Thursday, June 23, 2011

All Right, Students, Compare And Contrast

You are about to read two reports, one each on two public figures. I'll be summarizing recent news coverage on each of them, and commenting as I go along of course. Each of the two is the subject of public discussion of ethics, and possible violations of ethics codes and law. Now pay attention. There will be a short quiz at the end, and a bonus question.

First up: Supreme Court Justice Clarence Thomas. After digging around in the garbage, and talking personally with all of Anita Hill's closest friends, reporter Mike McIntire believes that he has found a smoking gun. Now mind you, this isn't about sexual harassment, we'll get to that later. But McIntire needed solid witnesses and where better to look than the people involved in his high-tech lynching? The issue, you ask? Justice Thomas has a friend (a rather wealthy one, at that) who was actively involved in funding a cultural museum in Thomas's home town of Pin Point, Georgia.

Thomas is in trouble on three counts. He has a rich friend, he comes from Pin Point, Georgia, and he supports the cultural museum. That is patently unethical, isn't it? McIntire thinks so, and devoted considerable ink to discussing it. Here's the evidence that Justice Thomas is devoid of any sense of morals and ethics. "Clarence Thomas was here [Pin Point] promoting his memoir a few years ago when he bumped into Algernon Varn." That seems innocent enough, but McIntire did his reporter's duty and dug deeper. "Varn's grandfather once ran a seafood cannery that employed Justice Thomas's mother as a crab picker."

And as if that isn't bad enough, Varn lived on the grounds of the crumbling remains of the cannery. Are you beginning to see the insidiousness of this childhood connection yet? The conspiracy between Varn and Thomas knew no bounds. In case you hadn't guessed by now, the rich friend wasn't Varn, though he's doing rather well these days. No, that's not it. Thomas inquired about the cannery property, and Varn told him that it was in pretty bad shape, but would be a great site for some sort of cultural center and revitalization of the cannery, if only he had the money to develop it. Said the sneaky Thomas, "Well, I've got a friend I'm going to put you in touch with, but he prefers not to be in the public eye." Aha! Gotcha! Thomas's friend is not only rich, but he must be a sleazy criminal [like Tony Rezko].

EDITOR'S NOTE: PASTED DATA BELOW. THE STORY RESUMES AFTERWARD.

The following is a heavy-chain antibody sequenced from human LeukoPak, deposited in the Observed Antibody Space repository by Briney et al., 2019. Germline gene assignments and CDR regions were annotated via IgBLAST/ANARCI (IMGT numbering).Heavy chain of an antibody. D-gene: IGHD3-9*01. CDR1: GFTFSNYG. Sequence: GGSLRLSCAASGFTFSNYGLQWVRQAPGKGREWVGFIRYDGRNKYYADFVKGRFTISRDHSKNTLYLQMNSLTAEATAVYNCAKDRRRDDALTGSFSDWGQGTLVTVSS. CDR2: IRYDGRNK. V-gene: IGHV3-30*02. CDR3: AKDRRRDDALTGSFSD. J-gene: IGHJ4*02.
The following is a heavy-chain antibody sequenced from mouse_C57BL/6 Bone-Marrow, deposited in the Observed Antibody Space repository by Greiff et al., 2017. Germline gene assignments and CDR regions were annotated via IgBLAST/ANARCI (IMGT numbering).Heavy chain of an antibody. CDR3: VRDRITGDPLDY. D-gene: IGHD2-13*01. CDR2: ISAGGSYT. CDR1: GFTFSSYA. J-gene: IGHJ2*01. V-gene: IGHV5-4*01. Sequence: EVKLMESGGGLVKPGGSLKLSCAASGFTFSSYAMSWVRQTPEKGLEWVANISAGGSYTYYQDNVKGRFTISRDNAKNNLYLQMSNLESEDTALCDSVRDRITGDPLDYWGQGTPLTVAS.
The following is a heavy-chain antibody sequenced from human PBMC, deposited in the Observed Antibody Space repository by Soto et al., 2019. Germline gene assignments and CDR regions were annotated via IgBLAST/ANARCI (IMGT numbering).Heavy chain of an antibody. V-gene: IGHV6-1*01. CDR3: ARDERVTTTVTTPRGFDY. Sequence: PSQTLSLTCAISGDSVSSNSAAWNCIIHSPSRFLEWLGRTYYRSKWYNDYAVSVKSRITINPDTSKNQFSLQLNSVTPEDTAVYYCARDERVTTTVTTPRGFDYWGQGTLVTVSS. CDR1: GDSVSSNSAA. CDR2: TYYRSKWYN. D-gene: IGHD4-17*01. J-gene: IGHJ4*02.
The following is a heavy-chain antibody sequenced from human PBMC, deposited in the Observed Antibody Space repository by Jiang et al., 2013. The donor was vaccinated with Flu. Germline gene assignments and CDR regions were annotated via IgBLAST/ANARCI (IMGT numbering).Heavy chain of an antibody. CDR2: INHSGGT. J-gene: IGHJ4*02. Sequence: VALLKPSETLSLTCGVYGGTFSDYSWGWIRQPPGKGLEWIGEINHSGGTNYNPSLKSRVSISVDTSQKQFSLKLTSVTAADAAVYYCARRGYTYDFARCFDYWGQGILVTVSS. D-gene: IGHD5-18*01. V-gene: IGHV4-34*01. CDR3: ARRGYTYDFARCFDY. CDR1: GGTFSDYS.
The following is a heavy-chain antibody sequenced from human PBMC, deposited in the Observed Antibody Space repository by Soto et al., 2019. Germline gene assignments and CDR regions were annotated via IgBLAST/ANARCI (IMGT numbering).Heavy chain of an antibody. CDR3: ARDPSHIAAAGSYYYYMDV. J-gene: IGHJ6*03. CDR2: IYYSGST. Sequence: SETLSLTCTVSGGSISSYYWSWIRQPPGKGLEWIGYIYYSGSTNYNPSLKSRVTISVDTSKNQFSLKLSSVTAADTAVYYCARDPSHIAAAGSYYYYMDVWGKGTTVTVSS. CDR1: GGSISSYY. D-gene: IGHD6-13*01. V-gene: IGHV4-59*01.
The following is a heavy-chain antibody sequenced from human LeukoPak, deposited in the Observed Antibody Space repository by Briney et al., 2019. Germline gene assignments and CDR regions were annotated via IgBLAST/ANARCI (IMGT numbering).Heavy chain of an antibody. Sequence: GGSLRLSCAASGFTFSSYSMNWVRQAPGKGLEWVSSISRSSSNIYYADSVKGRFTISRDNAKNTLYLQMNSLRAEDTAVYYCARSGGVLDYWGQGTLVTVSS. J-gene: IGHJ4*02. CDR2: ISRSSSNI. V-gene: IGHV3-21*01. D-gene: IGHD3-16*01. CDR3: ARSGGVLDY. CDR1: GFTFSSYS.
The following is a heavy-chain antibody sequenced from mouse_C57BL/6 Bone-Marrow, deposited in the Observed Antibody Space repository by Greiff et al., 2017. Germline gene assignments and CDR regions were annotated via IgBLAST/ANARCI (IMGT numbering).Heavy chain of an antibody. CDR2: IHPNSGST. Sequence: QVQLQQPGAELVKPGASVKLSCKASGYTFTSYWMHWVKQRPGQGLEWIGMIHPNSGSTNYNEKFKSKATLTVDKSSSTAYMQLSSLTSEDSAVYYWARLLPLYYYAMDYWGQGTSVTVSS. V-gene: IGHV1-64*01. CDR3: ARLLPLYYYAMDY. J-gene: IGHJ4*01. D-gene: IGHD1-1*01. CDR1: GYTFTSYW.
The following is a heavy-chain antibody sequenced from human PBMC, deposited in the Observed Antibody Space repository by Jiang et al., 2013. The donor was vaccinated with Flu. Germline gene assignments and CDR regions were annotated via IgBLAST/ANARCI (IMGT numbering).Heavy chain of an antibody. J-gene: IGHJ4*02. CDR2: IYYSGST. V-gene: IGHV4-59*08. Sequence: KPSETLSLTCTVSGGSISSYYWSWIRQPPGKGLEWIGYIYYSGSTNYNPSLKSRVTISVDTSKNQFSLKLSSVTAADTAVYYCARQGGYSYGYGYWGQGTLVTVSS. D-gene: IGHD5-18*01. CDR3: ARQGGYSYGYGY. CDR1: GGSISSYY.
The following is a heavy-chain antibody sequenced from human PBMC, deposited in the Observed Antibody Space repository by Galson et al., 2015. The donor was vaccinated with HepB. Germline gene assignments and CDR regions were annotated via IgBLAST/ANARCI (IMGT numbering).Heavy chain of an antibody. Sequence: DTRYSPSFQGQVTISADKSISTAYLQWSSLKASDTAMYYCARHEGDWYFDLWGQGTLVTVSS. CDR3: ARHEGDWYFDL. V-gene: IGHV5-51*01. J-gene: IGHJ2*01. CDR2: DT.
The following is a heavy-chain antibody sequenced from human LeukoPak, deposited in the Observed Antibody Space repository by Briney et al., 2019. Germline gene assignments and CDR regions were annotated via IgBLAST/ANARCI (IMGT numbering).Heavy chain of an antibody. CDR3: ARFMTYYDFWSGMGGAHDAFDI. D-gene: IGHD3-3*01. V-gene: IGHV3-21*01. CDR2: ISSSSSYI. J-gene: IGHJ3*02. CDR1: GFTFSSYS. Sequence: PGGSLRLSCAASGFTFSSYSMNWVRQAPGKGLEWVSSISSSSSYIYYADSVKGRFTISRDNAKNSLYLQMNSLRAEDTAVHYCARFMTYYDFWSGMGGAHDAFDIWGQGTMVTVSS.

Well, not exactly. The rich friend is Harlan Crow, a Dallas real estate magnate and, God help us all, a major contributor to Republican conservative causes. When Crow was told about the project, he offered to finance it himself, to be paid back at no interest if and when the center became self-supporting and capable of paying him back. Crow was fully aware of how successful the dilapidated Monterey Cannery Row in California had become after being revitalized, and he took a chance that a restored cannery could also support the cultural center. Well, that dirty rat!